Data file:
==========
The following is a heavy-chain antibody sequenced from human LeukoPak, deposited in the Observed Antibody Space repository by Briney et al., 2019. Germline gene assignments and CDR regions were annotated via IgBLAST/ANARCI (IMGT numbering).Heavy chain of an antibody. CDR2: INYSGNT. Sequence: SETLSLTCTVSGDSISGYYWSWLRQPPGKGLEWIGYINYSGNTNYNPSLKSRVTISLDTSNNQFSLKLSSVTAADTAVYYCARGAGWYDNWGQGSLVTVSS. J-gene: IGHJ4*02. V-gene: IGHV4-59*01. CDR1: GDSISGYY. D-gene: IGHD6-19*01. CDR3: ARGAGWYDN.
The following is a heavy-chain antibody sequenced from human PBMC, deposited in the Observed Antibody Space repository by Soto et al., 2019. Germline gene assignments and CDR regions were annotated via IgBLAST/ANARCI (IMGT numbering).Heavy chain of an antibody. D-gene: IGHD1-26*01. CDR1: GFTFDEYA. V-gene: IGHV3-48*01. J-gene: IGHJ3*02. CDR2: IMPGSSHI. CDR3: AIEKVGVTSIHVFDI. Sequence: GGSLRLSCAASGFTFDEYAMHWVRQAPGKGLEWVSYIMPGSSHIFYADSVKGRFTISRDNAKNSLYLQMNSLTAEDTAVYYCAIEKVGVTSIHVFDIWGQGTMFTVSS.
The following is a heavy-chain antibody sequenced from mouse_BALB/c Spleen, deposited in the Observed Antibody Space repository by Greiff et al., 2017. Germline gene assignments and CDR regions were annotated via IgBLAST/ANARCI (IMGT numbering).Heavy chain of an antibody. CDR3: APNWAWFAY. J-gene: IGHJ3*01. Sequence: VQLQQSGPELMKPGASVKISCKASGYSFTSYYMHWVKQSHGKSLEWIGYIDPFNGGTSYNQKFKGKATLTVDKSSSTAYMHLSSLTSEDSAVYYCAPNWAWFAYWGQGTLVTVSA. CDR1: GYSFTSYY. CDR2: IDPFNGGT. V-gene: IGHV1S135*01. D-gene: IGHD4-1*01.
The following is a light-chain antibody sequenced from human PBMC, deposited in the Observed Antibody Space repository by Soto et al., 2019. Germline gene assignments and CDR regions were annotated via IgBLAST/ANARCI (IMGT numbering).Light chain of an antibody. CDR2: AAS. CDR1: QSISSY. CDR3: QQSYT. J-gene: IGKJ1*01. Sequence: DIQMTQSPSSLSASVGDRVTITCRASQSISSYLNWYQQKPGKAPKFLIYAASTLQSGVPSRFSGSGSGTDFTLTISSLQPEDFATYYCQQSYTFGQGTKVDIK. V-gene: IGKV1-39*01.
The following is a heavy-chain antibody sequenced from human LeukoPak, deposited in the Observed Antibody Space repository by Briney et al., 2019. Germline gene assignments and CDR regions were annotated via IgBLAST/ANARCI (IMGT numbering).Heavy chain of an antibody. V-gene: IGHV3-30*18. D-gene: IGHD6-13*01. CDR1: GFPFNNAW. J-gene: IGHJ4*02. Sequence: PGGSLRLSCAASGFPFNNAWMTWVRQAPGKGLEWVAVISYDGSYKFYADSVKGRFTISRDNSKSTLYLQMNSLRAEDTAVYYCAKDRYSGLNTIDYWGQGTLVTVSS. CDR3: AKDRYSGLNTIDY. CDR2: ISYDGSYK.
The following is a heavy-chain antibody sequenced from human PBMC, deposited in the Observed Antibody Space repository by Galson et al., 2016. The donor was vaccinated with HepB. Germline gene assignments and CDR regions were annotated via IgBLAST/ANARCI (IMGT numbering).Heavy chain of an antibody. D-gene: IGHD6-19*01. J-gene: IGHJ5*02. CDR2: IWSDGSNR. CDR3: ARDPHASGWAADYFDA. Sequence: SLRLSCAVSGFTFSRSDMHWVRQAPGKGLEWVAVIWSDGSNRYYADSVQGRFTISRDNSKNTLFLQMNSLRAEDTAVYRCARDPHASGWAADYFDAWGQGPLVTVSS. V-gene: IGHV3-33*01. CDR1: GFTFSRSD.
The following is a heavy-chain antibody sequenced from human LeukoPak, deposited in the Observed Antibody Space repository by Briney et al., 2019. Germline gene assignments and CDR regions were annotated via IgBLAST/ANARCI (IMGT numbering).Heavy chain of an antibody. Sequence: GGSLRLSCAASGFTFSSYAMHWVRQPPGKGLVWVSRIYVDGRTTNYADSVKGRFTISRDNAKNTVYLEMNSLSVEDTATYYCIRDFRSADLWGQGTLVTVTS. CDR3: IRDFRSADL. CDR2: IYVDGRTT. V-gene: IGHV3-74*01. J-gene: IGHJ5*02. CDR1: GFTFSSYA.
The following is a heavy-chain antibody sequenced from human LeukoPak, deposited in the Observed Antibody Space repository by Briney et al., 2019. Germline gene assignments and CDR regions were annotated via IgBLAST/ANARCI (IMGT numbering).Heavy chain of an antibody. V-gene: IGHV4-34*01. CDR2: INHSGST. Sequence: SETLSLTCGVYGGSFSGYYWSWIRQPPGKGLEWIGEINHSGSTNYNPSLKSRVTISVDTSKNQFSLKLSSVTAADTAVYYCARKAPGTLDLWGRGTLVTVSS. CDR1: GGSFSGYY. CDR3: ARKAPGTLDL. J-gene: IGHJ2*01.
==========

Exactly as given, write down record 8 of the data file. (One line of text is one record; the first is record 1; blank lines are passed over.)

The following is a heavy-chain antibody sequenced from human LeukoPak, deposited in the Observed Antibody Space repository by Briney et al., 2019. Germline gene assignments and CDR regions were annotated via IgBLAST/ANARCI (IMGT numbering).Heavy chain of an antibody. V-gene: IGHV4-34*01. CDR2: INHSGST. Sequence: SETLSLTCGVYGGSFSGYYWSWIRQPPGKGLEWIGEINHSGSTNYNPSLKSRVTISVDTSKNQFSLKLSSVTAADTAVYYCARKAPGTLDLWGRGTLVTVSS. CDR1: GGSFSGYY. CDR3: ARKAPGTLDL. J-gene: IGHJ2*01.